UPDATE: I should have mentioned above that I do believe the FCC and ultimately Congress should be in charge of writing the rules, not corporations. On the other hand, given that regulators and politicians (in Canada and the U.S.) have proven themselves to be thoroughly lobbyable, perhaps this is the more honest approach because at least we know where the rules are really coming from.
The other thing I should have addressed is the fallacies of net neutrality absolutists, and why they need to be ignored. Throughout the debates in Canada and the U.S., there has been a faction of people that believe “bits are bits” and that all data on the internet should be treated equally. I’ve never believed that because it’s totally wrong - the internet simply wouldn’t work properly if internet providers didn’t manage and treat different forms of traffic differently.
The fact that Skype, Hulu or online gaming actually work is the result of traffic discrimination: service providers give those more time-sensitive applications more attention, while applications that don’t require immediacy - such as email - get a little bit less. The problems have arisen with peer-to-peer applications such as BitTorrent, which have been blocked or slowed by some service providers. While there have been legitimate uses of BitTorrent, in all honesty the vast majority of people who use it do so to download pirated movies, TV shows, music (and my book). Free stuff is of course competition for the stuff that phone and cable companies often sell, so the question has become: why do the internet providers get to decide which applications get special treatment and which don’t?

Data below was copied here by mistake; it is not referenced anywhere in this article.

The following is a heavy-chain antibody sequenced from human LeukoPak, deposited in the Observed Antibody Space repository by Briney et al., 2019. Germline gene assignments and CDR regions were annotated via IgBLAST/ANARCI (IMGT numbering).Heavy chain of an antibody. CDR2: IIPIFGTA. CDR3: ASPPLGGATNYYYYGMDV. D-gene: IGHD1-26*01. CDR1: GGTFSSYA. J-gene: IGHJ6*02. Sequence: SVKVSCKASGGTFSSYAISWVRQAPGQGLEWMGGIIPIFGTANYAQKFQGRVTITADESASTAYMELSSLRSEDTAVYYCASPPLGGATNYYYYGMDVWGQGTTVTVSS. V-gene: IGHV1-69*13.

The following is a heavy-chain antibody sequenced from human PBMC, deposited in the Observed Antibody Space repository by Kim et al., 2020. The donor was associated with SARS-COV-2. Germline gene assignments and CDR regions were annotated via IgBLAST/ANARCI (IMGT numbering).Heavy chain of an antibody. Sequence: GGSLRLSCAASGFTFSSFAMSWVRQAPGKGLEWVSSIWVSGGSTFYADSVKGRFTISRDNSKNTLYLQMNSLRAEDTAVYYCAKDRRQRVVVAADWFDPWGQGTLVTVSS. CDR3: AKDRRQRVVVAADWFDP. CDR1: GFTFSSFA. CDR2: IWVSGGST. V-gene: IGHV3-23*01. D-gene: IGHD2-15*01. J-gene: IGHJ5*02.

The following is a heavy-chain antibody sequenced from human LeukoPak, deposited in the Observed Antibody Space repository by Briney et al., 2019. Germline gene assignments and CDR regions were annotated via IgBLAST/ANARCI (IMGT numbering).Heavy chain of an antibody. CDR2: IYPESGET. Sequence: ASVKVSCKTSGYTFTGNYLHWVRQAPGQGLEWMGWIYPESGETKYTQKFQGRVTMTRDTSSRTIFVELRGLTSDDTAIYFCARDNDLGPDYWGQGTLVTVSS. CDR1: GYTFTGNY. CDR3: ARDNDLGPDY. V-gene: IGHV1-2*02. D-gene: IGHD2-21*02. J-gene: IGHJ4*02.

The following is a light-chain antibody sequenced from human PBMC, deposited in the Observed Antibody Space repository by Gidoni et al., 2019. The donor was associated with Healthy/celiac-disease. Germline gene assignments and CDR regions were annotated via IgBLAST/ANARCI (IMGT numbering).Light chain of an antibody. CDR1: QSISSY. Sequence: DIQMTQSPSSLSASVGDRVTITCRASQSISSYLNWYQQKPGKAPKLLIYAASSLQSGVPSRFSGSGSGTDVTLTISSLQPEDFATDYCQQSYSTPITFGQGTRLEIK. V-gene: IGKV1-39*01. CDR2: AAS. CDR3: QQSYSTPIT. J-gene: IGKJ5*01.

That’s exactly the question that the net neutrality rules we have in Canada, and those proposed in the U.S., seek to answer. Such rules create a complaint framework that will allow aggrieved parties to make their case. If peer-to-peer applications can be shown to be time sensitive, then they’ll be protected under net neutrality rules and internet providers will be forced to give them better priority. It’s worth noting that Skype is based on peer-to-peer technology, yet internet providers generally degrade it at their peril. What absolutists refuse to accept is that if they’re going to download, say, the entire Led Zeppelin catalog for free, well they may just have to wait a little while to get it.